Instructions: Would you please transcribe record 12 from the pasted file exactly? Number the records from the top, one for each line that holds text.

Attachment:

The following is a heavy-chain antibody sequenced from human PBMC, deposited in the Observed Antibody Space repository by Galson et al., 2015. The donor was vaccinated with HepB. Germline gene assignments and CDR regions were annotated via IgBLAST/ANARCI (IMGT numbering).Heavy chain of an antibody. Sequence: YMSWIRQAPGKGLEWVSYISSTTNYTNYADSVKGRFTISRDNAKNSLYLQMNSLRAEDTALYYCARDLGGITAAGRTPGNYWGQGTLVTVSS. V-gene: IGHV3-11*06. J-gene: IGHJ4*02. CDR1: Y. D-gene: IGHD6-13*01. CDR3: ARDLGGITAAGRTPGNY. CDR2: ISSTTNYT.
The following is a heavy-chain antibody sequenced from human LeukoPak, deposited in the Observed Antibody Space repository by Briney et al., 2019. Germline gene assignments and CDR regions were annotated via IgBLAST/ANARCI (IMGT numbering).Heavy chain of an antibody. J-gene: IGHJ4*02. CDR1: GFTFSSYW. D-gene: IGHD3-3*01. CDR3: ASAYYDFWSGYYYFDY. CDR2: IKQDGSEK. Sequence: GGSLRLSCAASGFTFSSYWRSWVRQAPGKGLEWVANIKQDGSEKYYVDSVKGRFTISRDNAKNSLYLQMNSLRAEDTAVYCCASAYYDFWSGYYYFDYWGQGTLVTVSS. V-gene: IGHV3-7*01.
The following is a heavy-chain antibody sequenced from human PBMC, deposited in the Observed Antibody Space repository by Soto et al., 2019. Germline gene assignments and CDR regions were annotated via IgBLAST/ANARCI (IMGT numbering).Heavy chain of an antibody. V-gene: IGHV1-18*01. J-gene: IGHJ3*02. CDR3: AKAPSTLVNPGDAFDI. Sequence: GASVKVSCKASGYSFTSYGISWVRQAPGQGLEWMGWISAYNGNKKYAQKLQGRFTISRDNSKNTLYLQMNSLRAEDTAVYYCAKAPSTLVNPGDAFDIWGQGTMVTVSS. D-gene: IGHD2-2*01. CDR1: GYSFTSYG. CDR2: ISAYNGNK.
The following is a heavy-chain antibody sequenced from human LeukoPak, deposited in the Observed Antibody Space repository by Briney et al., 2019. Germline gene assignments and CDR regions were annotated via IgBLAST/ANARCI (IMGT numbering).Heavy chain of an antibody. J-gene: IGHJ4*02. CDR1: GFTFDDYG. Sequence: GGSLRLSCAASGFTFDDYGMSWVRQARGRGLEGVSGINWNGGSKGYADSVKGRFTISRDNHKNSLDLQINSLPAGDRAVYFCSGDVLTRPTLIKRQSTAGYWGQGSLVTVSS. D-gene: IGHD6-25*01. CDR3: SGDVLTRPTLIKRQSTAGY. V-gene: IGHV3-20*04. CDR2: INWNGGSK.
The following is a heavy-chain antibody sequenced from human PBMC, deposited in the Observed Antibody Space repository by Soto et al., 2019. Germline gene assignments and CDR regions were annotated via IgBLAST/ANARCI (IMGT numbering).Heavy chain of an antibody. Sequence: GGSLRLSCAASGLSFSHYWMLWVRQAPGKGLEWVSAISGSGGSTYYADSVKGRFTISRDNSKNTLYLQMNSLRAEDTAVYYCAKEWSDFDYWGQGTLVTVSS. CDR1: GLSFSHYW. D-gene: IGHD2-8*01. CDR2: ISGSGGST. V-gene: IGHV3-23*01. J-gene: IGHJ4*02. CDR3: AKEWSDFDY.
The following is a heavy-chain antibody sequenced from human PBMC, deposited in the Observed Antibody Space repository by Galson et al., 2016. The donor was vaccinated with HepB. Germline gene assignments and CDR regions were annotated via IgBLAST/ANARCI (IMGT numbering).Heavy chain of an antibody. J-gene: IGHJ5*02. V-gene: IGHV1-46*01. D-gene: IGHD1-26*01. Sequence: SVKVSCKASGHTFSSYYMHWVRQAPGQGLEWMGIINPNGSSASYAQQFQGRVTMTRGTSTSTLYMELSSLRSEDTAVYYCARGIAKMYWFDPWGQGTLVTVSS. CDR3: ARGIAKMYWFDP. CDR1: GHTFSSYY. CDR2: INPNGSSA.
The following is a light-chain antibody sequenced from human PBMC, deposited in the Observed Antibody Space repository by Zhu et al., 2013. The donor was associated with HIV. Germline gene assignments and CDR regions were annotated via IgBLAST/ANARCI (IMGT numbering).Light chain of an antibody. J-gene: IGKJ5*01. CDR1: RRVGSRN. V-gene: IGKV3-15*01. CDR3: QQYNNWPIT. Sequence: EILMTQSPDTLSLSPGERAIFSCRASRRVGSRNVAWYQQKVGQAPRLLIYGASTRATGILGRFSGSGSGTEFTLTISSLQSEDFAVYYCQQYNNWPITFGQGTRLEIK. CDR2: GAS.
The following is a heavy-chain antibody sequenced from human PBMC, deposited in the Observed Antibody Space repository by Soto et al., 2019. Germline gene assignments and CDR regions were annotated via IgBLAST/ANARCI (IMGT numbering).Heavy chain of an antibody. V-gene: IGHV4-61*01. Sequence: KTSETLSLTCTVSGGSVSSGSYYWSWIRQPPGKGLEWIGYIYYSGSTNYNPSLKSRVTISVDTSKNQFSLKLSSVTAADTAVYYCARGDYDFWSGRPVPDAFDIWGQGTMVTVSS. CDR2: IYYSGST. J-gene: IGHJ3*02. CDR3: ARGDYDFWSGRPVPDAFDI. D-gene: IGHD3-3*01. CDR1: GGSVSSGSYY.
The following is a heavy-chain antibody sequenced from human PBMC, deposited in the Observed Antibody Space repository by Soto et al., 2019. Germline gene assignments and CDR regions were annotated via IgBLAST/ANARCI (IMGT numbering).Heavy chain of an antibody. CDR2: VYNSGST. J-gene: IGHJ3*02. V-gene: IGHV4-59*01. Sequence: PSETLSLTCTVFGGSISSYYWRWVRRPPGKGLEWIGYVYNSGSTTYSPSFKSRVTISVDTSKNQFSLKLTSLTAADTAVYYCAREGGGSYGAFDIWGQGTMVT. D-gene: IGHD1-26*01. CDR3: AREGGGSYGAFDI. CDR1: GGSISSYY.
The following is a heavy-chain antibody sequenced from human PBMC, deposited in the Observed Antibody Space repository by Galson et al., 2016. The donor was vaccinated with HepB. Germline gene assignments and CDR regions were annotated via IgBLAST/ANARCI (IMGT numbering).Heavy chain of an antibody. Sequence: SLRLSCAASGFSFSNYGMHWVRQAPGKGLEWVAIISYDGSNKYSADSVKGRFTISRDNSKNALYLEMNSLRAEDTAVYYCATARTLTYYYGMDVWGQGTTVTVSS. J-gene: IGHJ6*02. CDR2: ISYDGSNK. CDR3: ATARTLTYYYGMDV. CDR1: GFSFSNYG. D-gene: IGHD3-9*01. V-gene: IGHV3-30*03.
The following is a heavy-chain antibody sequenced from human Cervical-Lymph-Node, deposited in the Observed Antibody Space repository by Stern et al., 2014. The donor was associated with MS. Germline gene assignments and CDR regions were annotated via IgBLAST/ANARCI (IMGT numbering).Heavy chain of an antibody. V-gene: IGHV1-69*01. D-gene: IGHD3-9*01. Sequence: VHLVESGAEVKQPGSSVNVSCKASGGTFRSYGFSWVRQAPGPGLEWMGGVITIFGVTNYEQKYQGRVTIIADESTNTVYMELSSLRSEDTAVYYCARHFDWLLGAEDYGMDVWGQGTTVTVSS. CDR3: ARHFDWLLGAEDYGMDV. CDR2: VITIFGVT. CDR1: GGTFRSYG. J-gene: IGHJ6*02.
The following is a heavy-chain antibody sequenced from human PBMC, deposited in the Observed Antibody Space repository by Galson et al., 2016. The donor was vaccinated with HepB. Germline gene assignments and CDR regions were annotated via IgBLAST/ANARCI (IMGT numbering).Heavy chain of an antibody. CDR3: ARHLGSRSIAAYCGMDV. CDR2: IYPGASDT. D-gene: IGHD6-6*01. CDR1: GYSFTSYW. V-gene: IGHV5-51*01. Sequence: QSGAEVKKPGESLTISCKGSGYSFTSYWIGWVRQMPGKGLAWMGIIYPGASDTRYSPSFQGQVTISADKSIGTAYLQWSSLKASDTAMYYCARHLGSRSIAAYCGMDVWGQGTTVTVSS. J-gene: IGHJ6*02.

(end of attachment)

The following is a heavy-chain antibody sequenced from human PBMC, deposited in the Observed Antibody Space repository by Galson et al., 2016. The donor was vaccinated with HepB. Germline gene assignments and CDR regions were annotated via IgBLAST/ANARCI (IMGT numbering).Heavy chain of an antibody. CDR3: ARHLGSRSIAAYCGMDV. CDR2: IYPGASDT. D-gene: IGHD6-6*01. CDR1: GYSFTSYW. V-gene: IGHV5-51*01. Sequence: QSGAEVKKPGESLTISCKGSGYSFTSYWIGWVRQMPGKGLAWMGIIYPGASDTRYSPSFQGQVTISADKSIGTAYLQWSSLKASDTAMYYCARHLGSRSIAAYCGMDVWGQGTTVTVSS. J-gene: IGHJ6*02.